Granted, you may need to knock a few holes in the block and fill the vertical cells with concrete so you can bolt the ledgers to the block walls, but that seems easy enough to do and the comparative reduction in work an supporting the supports from the same structure eliminates other potential issues.

    Jerry Peck
    Construction Litigation Consultant ( www.ConstructionLitigationConsultants.com )
    www.AskCodeMan.com

  16. #16

    Default Re: Supporting joists from below

    Quote Originally Posted by Lynne Allison View Post
    I completely agree. I have done this in the past. Unfortunately the local BIs did not agree with the structural engineer. Long story.
    Lynne, I would like to make sure you understand this is a forum for "home inspectors," not for "building inspectors." The two fields are very different.

    I have never met a competent building inspector who would weigh-in on how a particular assembly should be constructed. That would be a professional conflict of interest for a building inspector.

    Perhaps you already have realized the nature of this site. I hope your project proceeds nicely for you.

    GRANT MEDICH
    1st Call Home Inspection, LLC
    Rockford, Michigan

  17. #17
    Join Date
    Oct 2016
    Location
    Ohio
    Posts
    10

    Default Re: Supporting joists from below

    Quote Originally Posted by Jerry Peck View Post
    With that small of an area, and with 3-3 1/2 feet working space, why not bolt ledgers to the existing block walls, installed a girder from ledger to ledger, then vertically support the joists from the girder - that way everything is attached together and any movement will be consistent with each other, no differential movement of the slab or ground.

    Granted, you may need to knock a few holes in the block and fill the vertical cells with concrete so you can bolt the ledgers to the block walls, but that seems easy enough to do and the comparative reduction in work an supporting the supports from the same structure eliminates other potential issues.
    That is an excellent idea that never occurred to me! It shouldn't be difficult to do. Dirty but not difficult.


  18. #18
    Join Date
    Oct 2016
    Location
    Ohio
    Posts
    10

    Default Re: Supporting joists from below

    Quote Originally Posted by Grant Medich View Post
    Lynne, I would like to make sure you understand this is a forum for "home inspectors," not for "building inspectors." The two fields are very different.

    I have never met a competent building inspector who would weigh-in on how a particular assembly should be constructed. That would be a professional conflict of interest for a building inspector.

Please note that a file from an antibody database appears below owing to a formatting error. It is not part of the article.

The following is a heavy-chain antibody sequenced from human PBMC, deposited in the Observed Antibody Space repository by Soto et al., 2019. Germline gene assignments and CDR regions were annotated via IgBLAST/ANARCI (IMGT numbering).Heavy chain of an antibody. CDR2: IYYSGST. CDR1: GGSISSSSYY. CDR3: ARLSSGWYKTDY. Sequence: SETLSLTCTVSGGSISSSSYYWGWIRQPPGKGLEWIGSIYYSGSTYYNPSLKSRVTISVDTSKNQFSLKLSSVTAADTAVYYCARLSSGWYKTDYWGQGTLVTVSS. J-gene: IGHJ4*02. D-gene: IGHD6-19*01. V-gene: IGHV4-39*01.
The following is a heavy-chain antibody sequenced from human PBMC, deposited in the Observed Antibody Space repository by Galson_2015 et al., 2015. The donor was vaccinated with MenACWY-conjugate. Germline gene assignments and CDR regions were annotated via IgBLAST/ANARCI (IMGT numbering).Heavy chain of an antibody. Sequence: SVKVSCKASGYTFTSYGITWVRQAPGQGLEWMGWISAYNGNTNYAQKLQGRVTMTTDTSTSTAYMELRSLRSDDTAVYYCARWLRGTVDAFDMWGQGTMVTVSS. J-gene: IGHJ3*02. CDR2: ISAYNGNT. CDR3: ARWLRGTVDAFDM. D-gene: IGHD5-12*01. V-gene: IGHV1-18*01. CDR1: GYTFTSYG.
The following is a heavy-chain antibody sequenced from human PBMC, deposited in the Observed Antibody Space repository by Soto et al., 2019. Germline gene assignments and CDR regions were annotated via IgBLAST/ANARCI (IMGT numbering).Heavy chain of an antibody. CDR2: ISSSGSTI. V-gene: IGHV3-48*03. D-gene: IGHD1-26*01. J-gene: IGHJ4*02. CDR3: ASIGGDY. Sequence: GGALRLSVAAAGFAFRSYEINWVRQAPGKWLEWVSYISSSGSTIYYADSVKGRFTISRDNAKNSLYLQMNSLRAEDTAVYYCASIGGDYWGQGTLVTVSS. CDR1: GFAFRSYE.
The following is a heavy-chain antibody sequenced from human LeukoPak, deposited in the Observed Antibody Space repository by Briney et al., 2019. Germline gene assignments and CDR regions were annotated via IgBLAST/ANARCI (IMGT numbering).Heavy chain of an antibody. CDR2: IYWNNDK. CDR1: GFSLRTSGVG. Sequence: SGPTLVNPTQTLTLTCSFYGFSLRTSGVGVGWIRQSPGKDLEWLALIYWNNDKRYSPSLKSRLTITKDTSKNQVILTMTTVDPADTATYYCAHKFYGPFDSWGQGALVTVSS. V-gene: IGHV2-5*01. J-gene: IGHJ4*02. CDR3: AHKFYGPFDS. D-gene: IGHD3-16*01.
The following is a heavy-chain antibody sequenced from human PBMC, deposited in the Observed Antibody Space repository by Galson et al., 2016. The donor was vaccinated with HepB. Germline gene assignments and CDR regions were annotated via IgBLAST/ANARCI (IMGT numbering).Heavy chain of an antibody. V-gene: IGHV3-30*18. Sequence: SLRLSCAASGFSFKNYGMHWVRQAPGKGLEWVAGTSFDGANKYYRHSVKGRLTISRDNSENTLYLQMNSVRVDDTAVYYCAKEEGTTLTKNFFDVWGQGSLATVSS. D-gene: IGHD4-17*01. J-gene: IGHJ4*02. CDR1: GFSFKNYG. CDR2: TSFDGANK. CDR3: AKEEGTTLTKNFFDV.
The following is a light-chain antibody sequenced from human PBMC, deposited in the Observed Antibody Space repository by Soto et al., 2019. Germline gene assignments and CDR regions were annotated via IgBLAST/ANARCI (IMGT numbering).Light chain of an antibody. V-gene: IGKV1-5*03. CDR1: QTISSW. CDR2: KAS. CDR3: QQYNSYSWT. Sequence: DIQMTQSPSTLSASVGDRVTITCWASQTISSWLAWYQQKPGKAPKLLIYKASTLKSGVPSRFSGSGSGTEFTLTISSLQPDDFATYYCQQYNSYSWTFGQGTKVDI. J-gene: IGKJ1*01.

Perhaps you already have realized the nature of this site. I hope your project proceeds nicely for you.
    My apologies. I think I did equate one with the other. Although wouldn't the knowledge base of the two distinct entities somewhat parallel each other? At any rate. I didn't want the BI to tell me HOW to do it as there are several ways I could accomplish this. What I needed from them is how they WANTED me to do it to meet my city's code as I have been unable to find anything anywhere that addresses this particular situation. Frankly, I didn't want to put the time an money into simply guessing what would satisfy them only to have them tell me it was inadequate and I should have done it some other way.

    Thank you for pointing out my mistake. Again, please accept my apologies for the confusion. I appreciate everyone's efforts to assist me.


  19. #19

    Default Re: Supporting joists from below

    No apologies are necessary, of course. The thread is titled "Questions from Home Owners, Home Buyers and DIY" to encourage this kind of supportive discussion. It keeps us mindful (and our minds sharpened) by engaging in such discussions.

    I just did not want you to have the impression that you were discussing the matter with building inspectors. One of the main tenets of professional home inspectors are that we are not "code" inspectors. This simply means that the ever-evolving world of building codes do not form our own industry's guidelines.

    Building inspectors, on the other hand, are simply code enforcers. Once they approve a project's progress, they will likely never visit it again. Although "quality" is a code requirement under the form of "workmanship," they are simply not in the position to favor one code-compliant assembly over another. You are not alone in wishing they sometimes would do exactly that.

    GRANT MEDICH
    1st Call Home Inspection, LLC
    Rockford, Michigan

Bookmarks

Posting Permissions

  • You may not post new threads
  • You may not post replies
  • You may not post attachments
  • You may not edit your posts
  •